Nava, who seemingly grew leaps and bounds as a fielder last year was pressed into action in right field and never seemed to find a good comfort level before ultimately being sent down to Pawtucket this week when Victorino was activated. In left, the trio of Gomes, Mike Carp, and Sizemore has combined for only one error, but only one assist as well, and as a group they have been less than mediocre, at best.

Behind the plate A.J. Pierzynski and Ross have three errors and three passed balls, which don’t look like horrible totals but at that pace they will blow by the totals posted by last season’s catchers.

The infield is really only drastically different at one position. Pedroia and Napoli continue to hold down the right side of the infield, and the smorgasbord of defensive mediocrity at third base of Brock Holt, Ryan Roberts, Jonathan Herrera, and Middlebrooks hasn’t actually been much worse than the below average performance the Red Sox got at the hot corner last year.

The big change in the infield has of course been my favorite 21-year old, and yours, Xander Bogaerts. Xander was tagged with a really tough error in Thursday’s game (especially after the lolly pop that the range-less Derek Jeter blew the night before that was scored a hit) and while that particular play shouldn’t be an indictment of his defensive play to this point, it’s easy to say that his defense has at the very least been a work in progress. This week WEEI’s Alex Speier took a great look at where Bogaerts currently stands defensively. It’s certainly worth noting that he is (still) only 21-years old, has only 30 games at shortstop in the major leagues under his belt, and has only played 375 games professionally at the position. To say he’s learning on the job and still figuring things out is a massive understatement.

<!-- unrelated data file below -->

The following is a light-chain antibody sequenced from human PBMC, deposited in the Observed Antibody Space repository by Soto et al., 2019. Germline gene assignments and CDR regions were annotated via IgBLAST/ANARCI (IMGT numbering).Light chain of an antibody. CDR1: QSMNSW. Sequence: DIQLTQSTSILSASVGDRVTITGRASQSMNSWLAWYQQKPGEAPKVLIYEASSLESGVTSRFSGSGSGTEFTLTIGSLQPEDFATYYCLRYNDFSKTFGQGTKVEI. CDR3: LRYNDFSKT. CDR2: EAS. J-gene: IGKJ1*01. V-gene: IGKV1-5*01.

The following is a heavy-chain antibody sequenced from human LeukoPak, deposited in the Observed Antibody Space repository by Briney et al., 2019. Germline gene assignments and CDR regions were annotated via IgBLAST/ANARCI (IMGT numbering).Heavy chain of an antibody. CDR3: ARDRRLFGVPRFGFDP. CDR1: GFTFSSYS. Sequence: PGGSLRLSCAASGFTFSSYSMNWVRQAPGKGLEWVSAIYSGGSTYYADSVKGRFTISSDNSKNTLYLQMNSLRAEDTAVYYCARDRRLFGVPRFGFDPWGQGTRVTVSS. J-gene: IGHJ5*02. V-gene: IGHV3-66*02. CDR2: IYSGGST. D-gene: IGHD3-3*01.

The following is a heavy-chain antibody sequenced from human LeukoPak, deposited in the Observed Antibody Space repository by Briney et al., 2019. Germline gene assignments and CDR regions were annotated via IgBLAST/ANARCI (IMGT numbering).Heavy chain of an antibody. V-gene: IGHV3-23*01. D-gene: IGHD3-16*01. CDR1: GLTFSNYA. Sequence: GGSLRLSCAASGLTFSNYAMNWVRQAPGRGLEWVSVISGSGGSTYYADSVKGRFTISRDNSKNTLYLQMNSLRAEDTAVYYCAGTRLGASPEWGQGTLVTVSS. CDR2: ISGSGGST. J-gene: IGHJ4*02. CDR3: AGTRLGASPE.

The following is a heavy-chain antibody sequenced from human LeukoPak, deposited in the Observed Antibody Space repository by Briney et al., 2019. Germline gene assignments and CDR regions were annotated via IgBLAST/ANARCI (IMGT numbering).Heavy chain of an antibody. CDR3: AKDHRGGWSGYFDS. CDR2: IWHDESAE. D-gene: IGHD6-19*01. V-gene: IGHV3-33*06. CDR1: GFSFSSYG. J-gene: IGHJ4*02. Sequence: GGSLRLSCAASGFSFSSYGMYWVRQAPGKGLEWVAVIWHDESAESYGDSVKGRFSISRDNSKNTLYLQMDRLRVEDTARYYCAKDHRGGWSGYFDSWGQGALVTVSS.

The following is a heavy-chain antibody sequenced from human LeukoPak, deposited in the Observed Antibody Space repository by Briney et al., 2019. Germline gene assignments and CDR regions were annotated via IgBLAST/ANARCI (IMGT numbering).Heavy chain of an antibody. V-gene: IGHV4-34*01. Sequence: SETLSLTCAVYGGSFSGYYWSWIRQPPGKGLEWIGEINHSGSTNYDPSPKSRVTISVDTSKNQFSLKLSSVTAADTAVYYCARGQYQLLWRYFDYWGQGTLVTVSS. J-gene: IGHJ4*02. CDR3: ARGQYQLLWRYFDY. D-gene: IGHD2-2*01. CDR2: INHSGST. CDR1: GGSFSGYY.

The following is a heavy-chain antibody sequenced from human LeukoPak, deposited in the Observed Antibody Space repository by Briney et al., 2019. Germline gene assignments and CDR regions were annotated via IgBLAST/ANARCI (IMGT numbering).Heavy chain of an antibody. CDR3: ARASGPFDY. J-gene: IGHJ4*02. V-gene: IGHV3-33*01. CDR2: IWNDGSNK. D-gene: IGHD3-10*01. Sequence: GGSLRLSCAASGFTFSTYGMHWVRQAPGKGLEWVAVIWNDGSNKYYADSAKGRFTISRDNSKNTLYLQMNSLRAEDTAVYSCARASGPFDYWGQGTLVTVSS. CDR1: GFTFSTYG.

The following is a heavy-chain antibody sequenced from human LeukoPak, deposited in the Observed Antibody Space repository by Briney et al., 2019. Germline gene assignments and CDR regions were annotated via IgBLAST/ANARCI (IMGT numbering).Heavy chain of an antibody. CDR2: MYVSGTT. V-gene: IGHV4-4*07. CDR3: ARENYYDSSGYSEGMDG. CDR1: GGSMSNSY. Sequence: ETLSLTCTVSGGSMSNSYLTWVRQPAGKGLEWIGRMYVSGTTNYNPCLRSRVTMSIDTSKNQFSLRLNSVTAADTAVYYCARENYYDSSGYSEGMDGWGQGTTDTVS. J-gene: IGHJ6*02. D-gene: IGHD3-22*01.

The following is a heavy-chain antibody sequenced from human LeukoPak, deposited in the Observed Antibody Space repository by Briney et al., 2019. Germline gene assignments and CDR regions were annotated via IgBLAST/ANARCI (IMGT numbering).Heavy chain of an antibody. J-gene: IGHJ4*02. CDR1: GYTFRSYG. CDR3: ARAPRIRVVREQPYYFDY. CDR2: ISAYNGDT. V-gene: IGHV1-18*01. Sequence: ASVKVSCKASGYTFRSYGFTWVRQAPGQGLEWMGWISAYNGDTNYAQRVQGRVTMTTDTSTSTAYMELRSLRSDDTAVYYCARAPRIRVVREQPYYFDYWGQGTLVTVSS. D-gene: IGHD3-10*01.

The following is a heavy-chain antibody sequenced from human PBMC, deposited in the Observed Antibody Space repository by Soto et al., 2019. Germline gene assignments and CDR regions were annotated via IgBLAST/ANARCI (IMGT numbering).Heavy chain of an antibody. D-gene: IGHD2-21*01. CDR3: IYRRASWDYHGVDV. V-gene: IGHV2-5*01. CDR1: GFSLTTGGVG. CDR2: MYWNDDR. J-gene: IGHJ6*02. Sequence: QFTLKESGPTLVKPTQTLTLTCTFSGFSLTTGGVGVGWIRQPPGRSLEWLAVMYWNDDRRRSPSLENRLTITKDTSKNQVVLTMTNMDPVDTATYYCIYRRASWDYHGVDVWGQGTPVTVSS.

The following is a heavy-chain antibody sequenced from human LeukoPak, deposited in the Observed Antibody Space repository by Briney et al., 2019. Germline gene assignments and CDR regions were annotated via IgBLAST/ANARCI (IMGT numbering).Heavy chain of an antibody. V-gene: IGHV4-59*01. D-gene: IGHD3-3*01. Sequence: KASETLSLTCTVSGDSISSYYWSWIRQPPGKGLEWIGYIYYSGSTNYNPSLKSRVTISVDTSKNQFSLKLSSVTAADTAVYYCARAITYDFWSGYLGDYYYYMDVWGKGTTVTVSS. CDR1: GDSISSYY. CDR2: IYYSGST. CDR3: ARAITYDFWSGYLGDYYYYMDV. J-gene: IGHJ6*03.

Xander’s first month as the everyday shortstop has certanily included some growing pains. (Keith Allison/Flickr)

So here’s the good news. With only 24 games in the rear view mirror there is still more than 85% of the season to play, and there are a handful of reasons to think that we should see significant defensive strides as the season progresses forward.

  • JBJ will continue to learn and improve, and he already appears to have what it takes to be a great defensive center fielder. Then, there is his arm.  After more than a decade of Ellsbury and Johnny Damon in center, it feels so foreign to actually have a center fielder who doesn’t throw like your Aunt playing softball at last summer’s family reunion.
  • Victorino is back and healthy (for now) so hopefully we’ll see a return to form for last year’s Gold Glove right fielder. On Friday night in Toronto, the JBJ/Victorino tandem looked very reminiscent of the Jacoby/Victorino pairing that we quickly grew to love last season.
  • Sizemore will likely begin to shake off some of the rust he’s exhibited from his two year hiatus, and should grow more comfortable with left field and the Green Monster. He may  eventually even take a direct route towards a ball that is hit hard in his direction. Stay tuned.
  • Middlebrooks has looked solid at third in his five games this season. Hopefully his return to big league club will solidify a position that has given the team fits ever since Will broke his wrist in August of 2012.
  • Xander is a hardworking, intelligent player who will continue to grow and mature as a major league shortstop and the team will have the patience to let him learn the position with an eye on the long term payoff of having a shortstop who can hit like this.

As the weather warms up, the team’s regular lineup returns and gels, and the young players continue to grow and mature it is a relatively safe bet that we’ve already seen the worst this team has to offer defensively in 2014.

With how they played against New York on Thursday night there’s no where else to go, but up.